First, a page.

Despite significant changes in the appearance of cars over the past 100 years, the way of driving remained the same. However, dramatic changes are approaching. Not only systems will change in the next decade communications and powering machines, we also stop lead them.
A completely different driving experience
The first difference between existing and future cars will be their names. Just as Apple and Samsung took over the mobile phone market, which was once dominated by Nokia and Sony Ericsson, Tesla and Google may become the most recognizable car brands..
Most likely, they will also look different. Large air intakes that cool internal combustion engines will no longer be needed, and side mirrors will be replaced with cameras and sensors. Windows can be larger so passengers can enjoy the view, or vice versa, almost absent, ensuring privacy. Mercedes-Benz Vision URBANETIC showcases these radical new solutions with a modular vehicle that changes body on demand.
Why the Future of Cars is Inevitably Electric
Car interiors will become more flexible, allowing you to customize color, light, privacy and location at the touch of a button. Recent Volvo 360c concept car provides a multifunctional space that can turn into a living room, office and even a bedroom. Sun visors will also be a thing of the past, as smart glass will allow you to control the amount of incoming light..
Some cars already have basic automation functions, but experiments with self-driving systems by Yandex, Uber and Google account for a negligible share of traffic on the road. By 2030, the car will stop simply helping the driver on the road, and will take control of most aspects of driving..
Many models will be equipped with augmented reality systems, which will display computer renderings on the windshield or other suitable display areas, indicating what the system is going to do next. This will help distract passengers and relieve stress from the transfer of control..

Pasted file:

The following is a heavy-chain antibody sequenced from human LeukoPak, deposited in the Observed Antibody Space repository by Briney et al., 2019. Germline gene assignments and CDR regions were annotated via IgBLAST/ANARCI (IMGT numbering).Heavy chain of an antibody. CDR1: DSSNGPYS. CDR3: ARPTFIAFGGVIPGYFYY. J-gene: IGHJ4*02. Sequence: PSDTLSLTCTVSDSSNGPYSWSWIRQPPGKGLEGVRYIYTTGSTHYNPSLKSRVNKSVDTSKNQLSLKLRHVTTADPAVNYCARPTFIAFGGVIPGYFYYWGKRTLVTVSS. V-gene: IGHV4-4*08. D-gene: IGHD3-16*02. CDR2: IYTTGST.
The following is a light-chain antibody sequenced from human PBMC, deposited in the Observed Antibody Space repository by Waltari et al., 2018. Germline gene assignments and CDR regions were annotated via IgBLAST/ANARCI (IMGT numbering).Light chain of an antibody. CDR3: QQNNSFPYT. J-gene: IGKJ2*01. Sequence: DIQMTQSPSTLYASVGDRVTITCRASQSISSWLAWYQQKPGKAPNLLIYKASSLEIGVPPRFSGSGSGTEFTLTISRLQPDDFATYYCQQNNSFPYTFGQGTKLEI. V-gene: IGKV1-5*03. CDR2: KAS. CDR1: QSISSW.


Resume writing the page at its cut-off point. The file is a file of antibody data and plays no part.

Drivers will be able to communicate with their vehicles using speech or gesture commands. The luxury models may even include early versions of brain-computer interfaces that link human brain signals to commands to drive vehicles or entertain passengers. Similar technology is already being used to control limb prostheses and wheelchairs..
The development of the Internet of Things will become the basis for how cars will transport us and communicate with the outside world. Sensors designed to recognize and communicate with upgraded road signs, markings, camera networks, pedestrians and other vehicles will allow vehicles to synchronize their movements, minimizing fuel consumption and improving traffic flow. Cars will also be able to help authorities maintain road infrastructure, for example by using sensors in tires that report worsening road conditions..
When the driver decides to get behind the wheel, the system will warn him about upcoming collisions with other road users and will try to avoid this. Improvements in thermal sensors are likely to allow cars to see much beyond the range of headlights. If these technologies are standardized and legalized, they should significantly reduce the number of road accidents..
Rural areas will still need to own a car, and cities will be able to move from sole proprietorship to transport as a service..
Fuel of the future
Several countries have already announced upcoming bans on the sale of new gasoline and diesel vehicles, and many will do so by 2030. Older models will still be in service, so it is unlikely that gas stations will disappear in 10 years. However, automakers are already focusing more and more on models that use the fuel of the future..
There is uncertainty as to whether the currently popular hybrids will be banned. This can prevent businesses from investing in their development. At the same time, electric cars currently occupy only 2% of the world market, but by the mid-2020s, their price will be lower than gasoline ones, and demand will quickly begin to grow.
Automakers expect all-electric models to be at least an attractive option for most drivers by 2030, but unanticipated technological innovations could easily change the future of automotive fuels..
Business and independent scientists are exploring the potential for using ethanol, hydrogen fuels and new chemical compounds. Researchers are also improving solar cells, batteries and catalysts, so it is not yet known exactly what the fuel of the future will look like..
10 years later
It may seem like 2030 is not that far away, but a decade is a long time for technology change. For example, the first iPhone came out in 2008, and governments and the media rarely brought up the topic of climate change. So don’t be surprised if, after 10 years, you look at modern cars and wonder how we used to do without it..
text: Ilya Bauer, photo: carexpert, video: YouTube / The Verge, Engadget